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Thursday, January 21. 2010
I cannot explain why this is, but it's been like this for quite a while. Maybe some readers can splain it to me:
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I wondered about that too. Michael Barone referred to them as trustfunders, but they can't all be trustfunders.
Vermont lite. A lot of Noo Yawkuz have vacation homes there and have moved there. That blue area east of the Berkshires also includes the Pioneer Valley, which includes the five college area of UMass Amherst, Smith, & Mt. Holyoke. Another example: Lenox has the Tanglewood Music Festival, which will give it a college tinge. Great place for music.
Both Vermont and New Hampshire were rock-ribbed Rethuglican states until Noo Yawkuz moved into Vermont and refugees from Taxachusettes moved into New Hampshire, a.k.a. Cow Hampshire by some residents of the Commonwealth.
I'd like to know why we accept blue (true blue) for Democrats and red (communist red) for Republicans.
We have allowed the Democrats to frame the arguments and define the words used and as usual, they have twisted everything to mean its opposite
As evidence of the NooYawk influence in the Berkshires, here is a discourse on Yankees fans in the Berkshires
As a fan of baseball I would only hope that the Eagle could see fit to give the Yankees the coverage they deserve. This area has many Yankee fans and would like the local paper to cover their team. After all we all are paying customers of the Eagle. I seem to remember a poll that was taken sometime ago. The results of the poll were that the Berkshires had about 60% Red Sox fans and 40% Yankee fans. The bottom line is that 40% of the readers are Yankee fans so start acknowledging that fact by providing fair press coverage.
Some of the relatively large amount of Yankees fans in the Berkshires could be attributed to the fact that NYC is almost equidistant from Boston. However, if you apply that argument to Fairfield Cty in CT, you see that there are also a lot of New Yorkers in Fairfield Cty. Fairfield Cty also went for Lamont instead of Lieberman.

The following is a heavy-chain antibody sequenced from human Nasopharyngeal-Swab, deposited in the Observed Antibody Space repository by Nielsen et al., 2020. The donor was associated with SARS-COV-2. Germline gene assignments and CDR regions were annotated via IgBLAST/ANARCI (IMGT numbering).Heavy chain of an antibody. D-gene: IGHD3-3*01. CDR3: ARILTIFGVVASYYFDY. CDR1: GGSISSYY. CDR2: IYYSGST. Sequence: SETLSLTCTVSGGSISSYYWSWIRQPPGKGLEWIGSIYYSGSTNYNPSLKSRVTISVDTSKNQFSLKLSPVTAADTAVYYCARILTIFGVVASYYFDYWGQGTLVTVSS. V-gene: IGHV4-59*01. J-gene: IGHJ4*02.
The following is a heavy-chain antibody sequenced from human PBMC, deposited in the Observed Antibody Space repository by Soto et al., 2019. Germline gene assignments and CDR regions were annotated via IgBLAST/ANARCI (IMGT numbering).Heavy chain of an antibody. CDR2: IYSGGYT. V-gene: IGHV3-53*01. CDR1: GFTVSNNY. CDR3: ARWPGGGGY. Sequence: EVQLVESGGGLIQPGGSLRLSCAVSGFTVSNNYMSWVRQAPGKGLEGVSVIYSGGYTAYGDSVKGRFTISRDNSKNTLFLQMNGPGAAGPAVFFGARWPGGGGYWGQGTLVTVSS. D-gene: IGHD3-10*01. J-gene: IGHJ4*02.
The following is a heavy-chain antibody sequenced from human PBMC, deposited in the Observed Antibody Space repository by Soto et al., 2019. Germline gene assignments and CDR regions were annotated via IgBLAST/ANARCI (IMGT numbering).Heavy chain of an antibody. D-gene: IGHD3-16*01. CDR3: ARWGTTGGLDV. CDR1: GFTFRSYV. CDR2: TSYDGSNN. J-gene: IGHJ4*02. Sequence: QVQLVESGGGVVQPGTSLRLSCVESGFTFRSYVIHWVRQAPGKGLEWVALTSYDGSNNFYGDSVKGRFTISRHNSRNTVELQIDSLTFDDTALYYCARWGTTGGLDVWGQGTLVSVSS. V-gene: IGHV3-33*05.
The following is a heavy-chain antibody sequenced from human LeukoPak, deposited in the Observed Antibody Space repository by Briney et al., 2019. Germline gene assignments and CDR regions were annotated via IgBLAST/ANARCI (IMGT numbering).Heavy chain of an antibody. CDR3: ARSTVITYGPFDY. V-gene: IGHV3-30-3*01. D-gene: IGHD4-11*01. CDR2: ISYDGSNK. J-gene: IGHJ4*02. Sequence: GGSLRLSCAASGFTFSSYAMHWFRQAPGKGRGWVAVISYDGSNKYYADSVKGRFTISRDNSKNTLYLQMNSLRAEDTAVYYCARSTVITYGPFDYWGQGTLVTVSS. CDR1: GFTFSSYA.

I noticed that as well and commented on it on another blog. I've always thought of the western part of the state as old-school Republican (what they used to call Rockefeller Republicans, before the Southern Strategy brought in all the religious conservatives).
I think it must be a combination of a few things. The far western edge has a lot of nominal Bay Staters who work in Albany and other places in New York but live in Mass. Most all these towns are very small, so a few "blues" added to them will change the majority color. I think it's also retiring hippie-generation folks from both New York and the Boston area moving to the country to live off their pensions -- again, only a handful need to be added to any town to switch it from red to blue. That plus a few naturally blue bubbles around the colleges may explain it.
I live in the Berkshires, and let me tell you it is dangerous to your well being to be open about conservativism. Your car will get keyed, you will get hate mail, your kids will be harassed and you might as well be called a niger guilty of the crime of defending free speech and free markets.
Pick up the Berkshire Earle sometime and read the editorials. There is media bias and then there is the outright promotion of socialistic ideals. One must get different opinions elsewhere and I suspect one of the reasons Brown won was because he was able to end-run the media.
Most in the Berkshires are not technically savy and have to work two, three jobs to make ends meet. Nor is their much broadband for the masses in the area so they have to rely on what they get spoon feed by the activists and media.
Bruce Wayne: I've often asked the same question. My recollection is that the TV electoral map colors did a flip flop back in the '80's.
I remember well that the GOP started out as blue on the election night maps, the Dems red. Intuitively, Tory Blue and Labour Red, as the colors are used in the U.K.